Coins issued in 1946

2/6, - 960,000
2/-, - 1,200,000 - Includes around 300,000 Flat Backs
1/-, - 1,060,000
6d, - 2,120,000
3d, - 6,080,000
1d, - 6,720,000
d, - 3,120,000

Total coins issued - 21,260,000
Face Value - 456,500


Round Back and Flat Backs. Both are gVF yet the Flatback has much more detail on the Kiwi!

Numbers of all coins minted for 1946 were high and actually the most coins issued in a year so far (Although 1934 and 1933 had more if you exclude the fact there was no Bronze in those years and the total for 1946 drops to 11.4 million coins if you just count the silver ones). The number of Pennies again was quite high and even the halfpence had a respectable number. This was mainly to resolve a wartime coin shortage and in general by late 1946, it was over and adequate coins were circulating. If anything inflation started increasing making the Bronze coins even more worthless.

The big star of 1946 was the "Flatback Florin" and this was a redesign of the Kiwi, the new coin had a flatter back with a higher and thicker rim. It wore better than the round back coin and there were other differences such as 5 whiskers under the beak instead of 4 and the initials KG are higher on the coin. They are also similar to the 1947 and later florins whereas roundbacks are similar to 1933 - 1945 coins.
The variety is reasonably scarce with about of all the Florins being this variety, which was likely started half way through the minting process.

None of 1946's other coins are scarce at all and the year ranks amongst the cheapest for the silver era. VF and EF coins are relatively easy with AU/UNC being more difficult. Again because of the change to cupronickel the next year, many people hoarded old silver coins and it was mostly the 1945 and 1946 coins that were in the best condition, along with them being big years. Next most hoarded was 1943 and less likely 1933 and 1934 (Albeit by 1946/47 these coins were likely to be very worn already). The fact remained was despite hoarding and recalling by banks, quite a few silver coins survived through to decimalisation.

The price of silver dropped through 1948 and apart from British empire and some Latin countries, most places kept silver or mixed silver coins well into the 1960s. Australia did at least drop to 50% silver coinage in 1946 and thus for 1946 NZ and Australian coinage had the same metal content!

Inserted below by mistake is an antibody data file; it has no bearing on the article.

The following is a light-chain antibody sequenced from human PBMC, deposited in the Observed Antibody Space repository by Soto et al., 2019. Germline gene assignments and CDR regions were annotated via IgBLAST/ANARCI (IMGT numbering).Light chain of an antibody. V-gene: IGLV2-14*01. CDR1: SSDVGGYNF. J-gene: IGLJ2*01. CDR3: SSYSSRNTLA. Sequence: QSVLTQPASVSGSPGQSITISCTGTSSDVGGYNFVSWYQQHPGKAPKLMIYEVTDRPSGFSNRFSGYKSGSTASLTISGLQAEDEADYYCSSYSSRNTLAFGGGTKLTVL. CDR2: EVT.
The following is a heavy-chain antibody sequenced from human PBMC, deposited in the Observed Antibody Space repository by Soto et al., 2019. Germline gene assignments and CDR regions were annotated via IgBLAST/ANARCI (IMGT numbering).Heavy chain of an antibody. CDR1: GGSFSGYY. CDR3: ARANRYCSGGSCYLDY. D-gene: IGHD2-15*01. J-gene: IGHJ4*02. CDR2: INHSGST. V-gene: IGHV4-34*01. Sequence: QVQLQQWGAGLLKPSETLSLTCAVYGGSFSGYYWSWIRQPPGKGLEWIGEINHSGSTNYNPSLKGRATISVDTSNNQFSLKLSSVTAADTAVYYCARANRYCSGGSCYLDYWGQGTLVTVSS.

Next 1947 - The base metal invasion.


Heads shot for those of you who missed it.
Loving Halfcrowns. British and Commonwealth coins 1750 - 1950 and anything Kiwi.
If it's round, shiny and silvery I will love it.
Edited by Princetane
01/27/2022 05:19 am
Pillar of the Community
New Zealand
3843 Posts
 Posted 01/27/2022  04:55 am  Show Profile   Bookmark this reply Add Princetane to your friends list Get a Link to this Reply
The changeover from Silver 1946 - 1947

Before I get into 1947 just wanted to explain the change to silver. According to Peppings book, the Indian silver used for Royal Mint coins ran out in early 1943 and was threatened by Japanese movements in Burma. Hence the loan of some 88 million ounces of silver from the USA, which was payable within 5 years of the war ending. As the war ended in Aug 1945, that meant the silver needed to be paid by August 1950 (Hence why you Americans had 90% silver through to 1964).

2/3 of the silver was used for wiring and mechanics on war machines and equipment, only 1/3 was used for coinages. NZ in total used 6.8 million ounces of silver in their coins between 1933 and 1946, 1.57 million was silver minted from the USA, hence NZ became liable to pay it back as the UK had no reserves left, except what was in coinage.

Fortunately minting coins in half silver was still profitable with the cost of the silver being 48% face value at the height of the silver price of 4/7d an ounce in late 1946. By mid 1947 it had dropped to 3/8, yet in 1939 it was 1/9. A halfcrown contained just 0.227 an ounce of silver - so no more than 14 pence in a coin worth 30 pence.